Whilst drawing out in the landscape, an art teacher once told me that “you must draw faster, because every time you look up, what you see will have changed.” Pencil in hand, and sheltering my sketchpad from the late winter drizzle, I realise that this concept transcends much further than the Tuscan hills.
On the west coast of Florianopolis there is a small pousada on the beach, where we spent our first week end catch up after moving in with our host families. As soon as I saw the beach, I forgot about my travel sickness on the bus, took my shoes off and wadded straight in. The water was still brisk but the sun was blazing and I wanted to make the most of the free time before sessions started.
A delicious lunch of feijões and arroz was served and we began discussing our first week. The struggles in communication, confusion at bus terminals and excitement to start our apprenticeships were universal, and it provided a chance to exhale from the Brazilian immersion. For a second I glanced out of the window and realised that the sky had become overcast, and that I had left my shoes outside. I popped out to pick them up in case it rained.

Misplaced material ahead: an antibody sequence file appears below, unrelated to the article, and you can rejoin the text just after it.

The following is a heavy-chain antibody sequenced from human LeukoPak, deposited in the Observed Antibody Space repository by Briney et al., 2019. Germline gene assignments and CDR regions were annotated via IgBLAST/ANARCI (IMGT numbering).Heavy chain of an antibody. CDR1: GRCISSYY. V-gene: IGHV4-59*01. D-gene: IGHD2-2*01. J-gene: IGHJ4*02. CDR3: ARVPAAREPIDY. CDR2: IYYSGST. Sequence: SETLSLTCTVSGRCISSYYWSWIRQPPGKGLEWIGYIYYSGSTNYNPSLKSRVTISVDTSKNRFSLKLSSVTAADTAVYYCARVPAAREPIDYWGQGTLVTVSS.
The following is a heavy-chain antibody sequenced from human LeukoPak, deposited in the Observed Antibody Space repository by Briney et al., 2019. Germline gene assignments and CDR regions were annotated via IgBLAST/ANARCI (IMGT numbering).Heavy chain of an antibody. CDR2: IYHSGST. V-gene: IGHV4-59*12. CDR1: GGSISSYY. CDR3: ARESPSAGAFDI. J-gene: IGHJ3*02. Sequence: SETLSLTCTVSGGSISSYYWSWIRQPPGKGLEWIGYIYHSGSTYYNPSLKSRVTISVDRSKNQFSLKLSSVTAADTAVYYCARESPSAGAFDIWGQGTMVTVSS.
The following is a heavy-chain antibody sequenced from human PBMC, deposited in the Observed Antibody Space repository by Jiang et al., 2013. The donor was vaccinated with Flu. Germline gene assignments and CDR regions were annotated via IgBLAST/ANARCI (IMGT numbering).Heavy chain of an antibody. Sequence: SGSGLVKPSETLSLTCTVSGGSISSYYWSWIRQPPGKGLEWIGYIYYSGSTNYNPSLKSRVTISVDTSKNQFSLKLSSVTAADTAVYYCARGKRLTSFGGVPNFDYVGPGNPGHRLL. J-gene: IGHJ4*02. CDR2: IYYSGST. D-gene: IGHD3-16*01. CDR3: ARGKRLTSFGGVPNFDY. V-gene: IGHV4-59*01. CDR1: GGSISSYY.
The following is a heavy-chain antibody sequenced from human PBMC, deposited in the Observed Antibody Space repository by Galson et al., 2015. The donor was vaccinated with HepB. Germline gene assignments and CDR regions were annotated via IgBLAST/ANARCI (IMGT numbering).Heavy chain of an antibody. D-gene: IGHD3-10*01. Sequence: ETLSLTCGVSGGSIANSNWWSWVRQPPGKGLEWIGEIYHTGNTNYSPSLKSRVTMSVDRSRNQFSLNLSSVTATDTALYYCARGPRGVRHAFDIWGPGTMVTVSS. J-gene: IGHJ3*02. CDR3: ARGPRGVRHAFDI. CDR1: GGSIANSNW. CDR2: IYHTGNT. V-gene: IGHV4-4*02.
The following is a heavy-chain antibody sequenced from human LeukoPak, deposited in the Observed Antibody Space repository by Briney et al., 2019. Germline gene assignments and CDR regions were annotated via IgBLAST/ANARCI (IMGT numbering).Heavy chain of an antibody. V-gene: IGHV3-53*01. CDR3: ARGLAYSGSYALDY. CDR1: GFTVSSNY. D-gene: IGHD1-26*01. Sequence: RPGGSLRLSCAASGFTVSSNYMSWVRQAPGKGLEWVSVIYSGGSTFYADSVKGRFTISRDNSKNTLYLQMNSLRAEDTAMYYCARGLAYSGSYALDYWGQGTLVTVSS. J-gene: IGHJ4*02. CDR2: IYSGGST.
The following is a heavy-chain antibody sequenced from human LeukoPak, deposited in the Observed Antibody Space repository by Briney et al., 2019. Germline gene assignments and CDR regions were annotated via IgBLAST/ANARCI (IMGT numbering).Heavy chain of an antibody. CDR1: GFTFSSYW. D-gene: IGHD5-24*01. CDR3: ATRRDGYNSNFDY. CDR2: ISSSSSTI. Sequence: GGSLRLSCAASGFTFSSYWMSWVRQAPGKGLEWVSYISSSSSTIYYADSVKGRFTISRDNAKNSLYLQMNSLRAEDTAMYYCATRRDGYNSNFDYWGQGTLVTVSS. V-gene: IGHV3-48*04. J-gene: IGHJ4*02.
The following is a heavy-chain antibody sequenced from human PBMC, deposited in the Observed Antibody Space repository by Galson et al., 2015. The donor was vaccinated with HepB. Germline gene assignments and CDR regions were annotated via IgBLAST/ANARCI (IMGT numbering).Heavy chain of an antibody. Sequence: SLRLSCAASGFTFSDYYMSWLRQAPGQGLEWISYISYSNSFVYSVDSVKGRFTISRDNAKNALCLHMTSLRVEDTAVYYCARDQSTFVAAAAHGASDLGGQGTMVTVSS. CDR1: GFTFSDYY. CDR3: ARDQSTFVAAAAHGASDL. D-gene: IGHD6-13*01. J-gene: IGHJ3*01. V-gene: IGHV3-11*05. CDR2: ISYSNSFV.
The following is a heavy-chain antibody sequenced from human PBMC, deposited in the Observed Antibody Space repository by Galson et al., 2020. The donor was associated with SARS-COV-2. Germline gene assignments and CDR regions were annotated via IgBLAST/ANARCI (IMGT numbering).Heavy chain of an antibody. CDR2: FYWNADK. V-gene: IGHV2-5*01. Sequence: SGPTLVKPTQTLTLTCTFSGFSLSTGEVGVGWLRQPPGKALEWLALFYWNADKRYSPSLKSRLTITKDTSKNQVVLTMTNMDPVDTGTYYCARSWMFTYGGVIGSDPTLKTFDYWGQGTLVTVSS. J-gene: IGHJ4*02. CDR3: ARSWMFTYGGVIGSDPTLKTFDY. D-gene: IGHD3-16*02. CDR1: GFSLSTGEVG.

In a stark shift from summer in the UK, sunset is no longer at 10:00pm but at 6:30pm in the subtropical southern hemisphere. Forgetting this, I left exploring the landscape with my limited art supplies until after dinner. But it was largely too late – some fellows were night swimming and others were watching films in dorms, and I was straining my eyes to try and reach the cliff on the opposite side of the channel, but all I saw was its reflection in the water.
Straining my senses is something that I’ve been doing frequently in these first couple of weeks. Desperately trying to take in the nature, the colourful houses, the sound of school children chatting in Portuguese, the smell of feijões and the feeling of the ridiculous Florianopolis speed bumps on the bus; I am keenly aware that over a month has passed since leaving home, and I feel as if I have only just arrived. I don’t want to idly pass through this experience, as just like the costal climate, my surroundings seem to be constantly changing. But a Brazilian way of life is not this intense, and not this rushed. If the weather is warm, but we wake up late and miss the chance to go to the beach, my host mum will say “amanhã”. I am finding this balance between seizing the experience and relaxing into the experience strange. All I know for now is that I need to keep looking up and drawing faster.